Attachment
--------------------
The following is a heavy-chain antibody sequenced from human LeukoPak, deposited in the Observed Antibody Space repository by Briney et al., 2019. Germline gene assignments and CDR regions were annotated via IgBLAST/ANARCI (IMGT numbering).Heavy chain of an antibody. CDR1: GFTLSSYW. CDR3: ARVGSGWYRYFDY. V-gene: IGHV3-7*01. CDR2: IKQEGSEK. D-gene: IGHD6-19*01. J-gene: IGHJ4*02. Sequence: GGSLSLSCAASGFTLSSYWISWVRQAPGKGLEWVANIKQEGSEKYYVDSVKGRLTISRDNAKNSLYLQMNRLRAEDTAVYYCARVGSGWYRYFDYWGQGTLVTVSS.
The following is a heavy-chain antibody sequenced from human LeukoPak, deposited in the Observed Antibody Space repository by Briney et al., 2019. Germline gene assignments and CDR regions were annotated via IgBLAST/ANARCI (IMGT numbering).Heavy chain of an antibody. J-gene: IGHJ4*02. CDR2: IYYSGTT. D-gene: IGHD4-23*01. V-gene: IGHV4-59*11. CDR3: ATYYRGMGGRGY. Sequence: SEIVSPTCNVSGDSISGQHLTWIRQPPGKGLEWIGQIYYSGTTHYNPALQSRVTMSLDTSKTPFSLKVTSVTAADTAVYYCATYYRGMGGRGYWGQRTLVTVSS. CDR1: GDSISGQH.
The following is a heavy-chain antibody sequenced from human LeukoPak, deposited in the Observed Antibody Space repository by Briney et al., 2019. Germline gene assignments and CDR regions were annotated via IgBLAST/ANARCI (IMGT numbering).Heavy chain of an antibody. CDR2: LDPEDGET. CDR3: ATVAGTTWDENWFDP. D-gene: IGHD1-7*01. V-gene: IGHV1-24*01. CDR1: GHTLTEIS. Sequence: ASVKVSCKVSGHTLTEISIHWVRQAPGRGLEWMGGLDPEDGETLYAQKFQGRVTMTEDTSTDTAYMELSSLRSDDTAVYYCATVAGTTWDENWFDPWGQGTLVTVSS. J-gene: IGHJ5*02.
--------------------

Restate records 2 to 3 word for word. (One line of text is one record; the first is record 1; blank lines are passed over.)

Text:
The following is a heavy-chain antibody sequenced from human LeukoPak, deposited in the Observed Antibody Space repository by Briney et al., 2019. Germline gene assignments and CDR regions were annotated via IgBLAST/ANARCI (IMGT numbering).Heavy chain of an antibody. J-gene: IGHJ4*02. CDR2: IYYSGTT. D-gene: IGHD4-23*01. V-gene: IGHV4-59*11. CDR3: ATYYRGMGGRGY. Sequence: SEIVSPTCNVSGDSISGQHLTWIRQPPGKGLEWIGQIYYSGTTHYNPALQSRVTMSLDTSKTPFSLKVTSVTAADTAVYYCATYYRGMGGRGYWGQRTLVTVSS. CDR1: GDSISGQH.
The following is a heavy-chain antibody sequenced from human LeukoPak, deposited in the Observed Antibody Space repository by Briney et al., 2019. Germline gene assignments and CDR regions were annotated via IgBLAST/ANARCI (IMGT numbering).Heavy chain of an antibody. CDR2: LDPEDGET. CDR3: ATVAGTTWDENWFDP. D-gene: IGHD1-7*01. V-gene: IGHV1-24*01. CDR1: GHTLTEIS. Sequence: ASVKVSCKVSGHTLTEISIHWVRQAPGRGLEWMGGLDPEDGETLYAQKFQGRVTMTEDTSTDTAYMELSSLRSDDTAVYYCATVAGTTWDENWFDPWGQGTLVTVSS. J-gene: IGHJ5*02.